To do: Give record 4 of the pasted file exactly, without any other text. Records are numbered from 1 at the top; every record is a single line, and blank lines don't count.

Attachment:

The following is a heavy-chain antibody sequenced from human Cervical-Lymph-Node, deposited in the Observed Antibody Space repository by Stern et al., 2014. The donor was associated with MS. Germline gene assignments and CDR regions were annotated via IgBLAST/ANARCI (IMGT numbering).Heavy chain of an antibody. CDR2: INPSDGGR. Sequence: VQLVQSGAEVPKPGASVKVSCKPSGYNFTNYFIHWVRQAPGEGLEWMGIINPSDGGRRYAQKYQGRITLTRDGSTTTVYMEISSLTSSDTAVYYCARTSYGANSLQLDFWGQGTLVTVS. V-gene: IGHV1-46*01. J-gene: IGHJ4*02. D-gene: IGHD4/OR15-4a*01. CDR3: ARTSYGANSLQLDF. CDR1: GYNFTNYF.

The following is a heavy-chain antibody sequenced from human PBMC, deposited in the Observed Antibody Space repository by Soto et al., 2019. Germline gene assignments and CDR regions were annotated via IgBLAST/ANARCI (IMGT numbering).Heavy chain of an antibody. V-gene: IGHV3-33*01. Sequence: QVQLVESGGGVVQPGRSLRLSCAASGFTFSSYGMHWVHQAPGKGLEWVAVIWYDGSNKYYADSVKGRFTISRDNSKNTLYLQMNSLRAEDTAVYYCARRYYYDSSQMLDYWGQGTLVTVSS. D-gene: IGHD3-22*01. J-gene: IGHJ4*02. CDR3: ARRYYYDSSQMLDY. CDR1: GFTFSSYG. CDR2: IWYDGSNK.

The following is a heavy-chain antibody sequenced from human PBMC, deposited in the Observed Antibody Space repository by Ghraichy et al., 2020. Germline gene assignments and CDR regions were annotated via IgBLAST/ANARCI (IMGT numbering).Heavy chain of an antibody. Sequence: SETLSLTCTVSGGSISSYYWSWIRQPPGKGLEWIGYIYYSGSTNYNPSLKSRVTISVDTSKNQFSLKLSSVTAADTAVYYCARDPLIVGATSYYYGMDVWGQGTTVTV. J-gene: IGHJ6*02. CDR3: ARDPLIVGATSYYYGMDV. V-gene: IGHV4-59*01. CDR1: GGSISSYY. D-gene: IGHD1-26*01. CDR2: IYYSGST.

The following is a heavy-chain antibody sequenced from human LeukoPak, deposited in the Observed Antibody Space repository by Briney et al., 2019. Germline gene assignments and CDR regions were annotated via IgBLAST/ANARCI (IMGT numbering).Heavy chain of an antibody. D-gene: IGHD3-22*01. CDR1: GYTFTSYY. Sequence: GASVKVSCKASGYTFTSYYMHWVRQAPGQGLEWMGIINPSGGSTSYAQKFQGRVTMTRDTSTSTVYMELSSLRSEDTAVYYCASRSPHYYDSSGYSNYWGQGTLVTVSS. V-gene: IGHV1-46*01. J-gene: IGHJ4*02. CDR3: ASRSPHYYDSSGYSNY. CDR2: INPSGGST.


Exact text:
The following is a heavy-chain antibody sequenced from human LeukoPak, deposited in the Observed Antibody Space repository by Briney et al., 2019. Germline gene assignments and CDR regions were annotated via IgBLAST/ANARCI (IMGT numbering).Heavy chain of an antibody. D-gene: IGHD3-22*01. CDR1: GYTFTSYY. Sequence: GASVKVSCKASGYTFTSYYMHWVRQAPGQGLEWMGIINPSGGSTSYAQKFQGRVTMTRDTSTSTVYMELSSLRSEDTAVYYCASRSPHYYDSSGYSNYWGQGTLVTVSS. V-gene: IGHV1-46*01. J-gene: IGHJ4*02. CDR3: ASRSPHYYDSSGYSNY. CDR2: INPSGGST.